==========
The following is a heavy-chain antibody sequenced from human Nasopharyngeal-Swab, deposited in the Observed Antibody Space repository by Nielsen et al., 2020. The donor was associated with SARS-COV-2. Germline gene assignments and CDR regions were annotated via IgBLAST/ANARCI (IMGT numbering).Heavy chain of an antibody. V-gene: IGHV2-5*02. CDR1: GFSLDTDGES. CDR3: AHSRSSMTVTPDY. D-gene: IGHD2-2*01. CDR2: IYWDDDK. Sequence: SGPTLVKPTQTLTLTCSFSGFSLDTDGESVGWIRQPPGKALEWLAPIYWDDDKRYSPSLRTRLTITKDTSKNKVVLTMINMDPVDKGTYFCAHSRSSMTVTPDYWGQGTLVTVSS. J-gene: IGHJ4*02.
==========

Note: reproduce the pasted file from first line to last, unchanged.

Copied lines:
The following is a heavy-chain antibody sequenced from human Nasopharyngeal-Swab, deposited in the Observed Antibody Space repository by Nielsen et al., 2020. The donor was associated with SARS-COV-2. Germline gene assignments and CDR regions were annotated via IgBLAST/ANARCI (IMGT numbering).Heavy chain of an antibody. V-gene: IGHV2-5*02. CDR1: GFSLDTDGES. CDR3: AHSRSSMTVTPDY. D-gene: IGHD2-2*01. CDR2: IYWDDDK. Sequence: SGPTLVKPTQTLTLTCSFSGFSLDTDGESVGWIRQPPGKALEWLAPIYWDDDKRYSPSLRTRLTITKDTSKNKVVLTMINMDPVDKGTYFCAHSRSSMTVTPDYWGQGTLVTVSS. J-gene: IGHJ4*02.